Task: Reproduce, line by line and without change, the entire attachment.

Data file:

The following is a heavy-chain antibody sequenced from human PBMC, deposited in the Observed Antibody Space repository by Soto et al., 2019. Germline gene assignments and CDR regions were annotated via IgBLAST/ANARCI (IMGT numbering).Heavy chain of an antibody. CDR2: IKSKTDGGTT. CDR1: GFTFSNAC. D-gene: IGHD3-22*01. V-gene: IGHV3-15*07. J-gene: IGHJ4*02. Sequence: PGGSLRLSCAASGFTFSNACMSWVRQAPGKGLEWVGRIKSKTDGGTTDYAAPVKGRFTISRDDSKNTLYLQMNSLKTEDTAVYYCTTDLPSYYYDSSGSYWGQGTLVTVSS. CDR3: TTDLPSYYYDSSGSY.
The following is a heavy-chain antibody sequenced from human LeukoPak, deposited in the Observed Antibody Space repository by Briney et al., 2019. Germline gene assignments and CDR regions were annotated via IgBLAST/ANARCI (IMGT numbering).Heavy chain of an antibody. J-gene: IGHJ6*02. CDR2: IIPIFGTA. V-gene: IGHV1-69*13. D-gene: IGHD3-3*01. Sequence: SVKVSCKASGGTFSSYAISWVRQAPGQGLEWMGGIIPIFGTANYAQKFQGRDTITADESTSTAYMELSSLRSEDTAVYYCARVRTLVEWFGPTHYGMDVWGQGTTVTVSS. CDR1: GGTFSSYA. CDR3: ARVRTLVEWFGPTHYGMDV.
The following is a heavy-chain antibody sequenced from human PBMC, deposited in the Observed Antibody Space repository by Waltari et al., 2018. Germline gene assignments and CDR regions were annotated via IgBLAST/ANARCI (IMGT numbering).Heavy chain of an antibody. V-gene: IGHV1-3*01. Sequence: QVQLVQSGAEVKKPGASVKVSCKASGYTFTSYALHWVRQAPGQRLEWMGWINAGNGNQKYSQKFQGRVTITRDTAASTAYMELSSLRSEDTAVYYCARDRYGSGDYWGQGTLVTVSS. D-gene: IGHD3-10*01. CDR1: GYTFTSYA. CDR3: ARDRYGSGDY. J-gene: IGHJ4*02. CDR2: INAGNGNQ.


The following is a heavy-chain antibody sequenced from human PBMC, deposited in the Observed Antibody Space repository by Soto et al., 2019. Germline gene assignments and CDR regions were annotated via IgBLAST/ANARCI (IMGT numbering).Heavy chain of an antibody. CDR2: IKSKTDGGTT. CDR1: GFTFSNAC. D-gene: IGHD3-22*01. V-gene: IGHV3-15*07. J-gene: IGHJ4*02. Sequence: PGGSLRLSCAASGFTFSNACMSWVRQAPGKGLEWVGRIKSKTDGGTTDYAAPVKGRFTISRDDSKNTLYLQMNSLKTEDTAVYYCTTDLPSYYYDSSGSYWGQGTLVTVSS. CDR3: TTDLPSYYYDSSGSY.
The following is a heavy-chain antibody sequenced from human LeukoPak, deposited in the Observed Antibody Space repository by Briney et al., 2019. Germline gene assignments and CDR regions were annotated via IgBLAST/ANARCI (IMGT numbering).Heavy chain of an antibody. J-gene: IGHJ6*02. CDR2: IIPIFGTA. V-gene: IGHV1-69*13. D-gene: IGHD3-3*01. Sequence: SVKVSCKASGGTFSSYAISWVRQAPGQGLEWMGGIIPIFGTANYAQKFQGRDTITADESTSTAYMELSSLRSEDTAVYYCARVRTLVEWFGPTHYGMDVWGQGTTVTVSS. CDR1: GGTFSSYA. CDR3: ARVRTLVEWFGPTHYGMDV.
The following is a heavy-chain antibody sequenced from human PBMC, deposited in the Observed Antibody Space repository by Waltari et al., 2018. Germline gene assignments and CDR regions were annotated via IgBLAST/ANARCI (IMGT numbering).Heavy chain of an antibody. V-gene: IGHV1-3*01. Sequence: QVQLVQSGAEVKKPGASVKVSCKASGYTFTSYALHWVRQAPGQRLEWMGWINAGNGNQKYSQKFQGRVTITRDTAASTAYMELSSLRSEDTAVYYCARDRYGSGDYWGQGTLVTVSS. D-gene: IGHD3-10*01. CDR1: GYTFTSYA. CDR3: ARDRYGSGDY. J-gene: IGHJ4*02. CDR2: INAGNGNQ.